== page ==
Back in the 1980s, Pityu Kenderes, better known as one of the founders of the Old Trout Puppet Workshop — along with Peter Balkwill and Judd Palmer — was an art student at the Nova Scotia School of Art and Design in Halifax, where he studied painting and “intermedia.”
Kenderes had an assignment to create a video — but left to his own devices, he floundered.
“I couldn’t get people to be in my little movies, so I would make puppet stand-ins,” he says. “I wasn’t very organized. I couldn’t get my shit together, so I just would make puppets. They would always show up on time.
“And,” he adds, “I would make them do unsavoury things.”
In fact, those puppet art videos went so well, that when Kenderes moved west to do an MFA in sculpture at the University of Calgary, he incorporated an aspect of puppetry into his sculpting projects — and enlisted Palmer to help.
“My sculpture degree was all about puppets,” he says. “I used to make these machine-powered puppet contraptions, made out of farm machinery.
“They were kind of like little one-act plays that were in loops, short 30 second loops. Judd and I would sometimes team up on those.
“Some of our earliest collaborations were actually on my sculpture projects, and we used to get the parts, actually, from the Palmer ranch, which is where (in 1999), we started the Trouts, too.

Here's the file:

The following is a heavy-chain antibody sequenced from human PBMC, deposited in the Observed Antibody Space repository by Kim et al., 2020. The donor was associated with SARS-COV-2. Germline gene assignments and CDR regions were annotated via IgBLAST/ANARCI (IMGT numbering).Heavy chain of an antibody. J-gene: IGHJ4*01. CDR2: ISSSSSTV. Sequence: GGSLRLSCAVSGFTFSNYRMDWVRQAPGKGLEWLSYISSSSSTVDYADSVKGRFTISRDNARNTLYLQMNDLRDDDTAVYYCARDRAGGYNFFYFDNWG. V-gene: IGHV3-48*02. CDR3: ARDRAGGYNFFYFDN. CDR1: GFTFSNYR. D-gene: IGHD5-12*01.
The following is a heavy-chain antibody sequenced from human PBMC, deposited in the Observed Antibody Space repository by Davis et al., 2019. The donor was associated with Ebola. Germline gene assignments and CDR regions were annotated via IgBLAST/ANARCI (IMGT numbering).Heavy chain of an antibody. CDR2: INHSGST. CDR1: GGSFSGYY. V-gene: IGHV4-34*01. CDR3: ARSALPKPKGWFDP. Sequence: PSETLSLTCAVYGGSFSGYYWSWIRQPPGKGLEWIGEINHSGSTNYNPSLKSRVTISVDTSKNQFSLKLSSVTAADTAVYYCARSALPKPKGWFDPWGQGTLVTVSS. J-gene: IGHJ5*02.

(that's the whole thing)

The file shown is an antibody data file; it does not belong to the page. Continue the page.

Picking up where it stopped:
“So we all connected things.”
If this was a superhero movie, that might be one version of the origin story of The Old Trout Puppet Workshop. But superhero movies, to this point in our superhero history, have been about heroic guys with six-pack abs and perfect hair and good manners. They are created using budgets in the hundreds of millions dollars by Hollywood corporations, using state-of-the-art computer generated images (CGI) created against a green screen, filled with explosions and feats of astonishing bravery performed by Greek gods disguised as men.
The Old Trouts, on the other hand, over the past 18 years, have created their very own, uniquely Western Canadian mythology — one that chronicles all the ways ordinary men fall short, when it comes to heroic behaviour.
That was part of the appeal of adapting Lewis Carroll’s 1872 poem Jabberwocky into a play.
“We were attracted to it because it is a nonsense poem that is set in the heroic epic mode,” says Palmer. “It takes all the heroic epic (attributes of literature), and then mashes it together with nonsense — and that seemed to make sense in a sort of Trout-ish vision of the world.”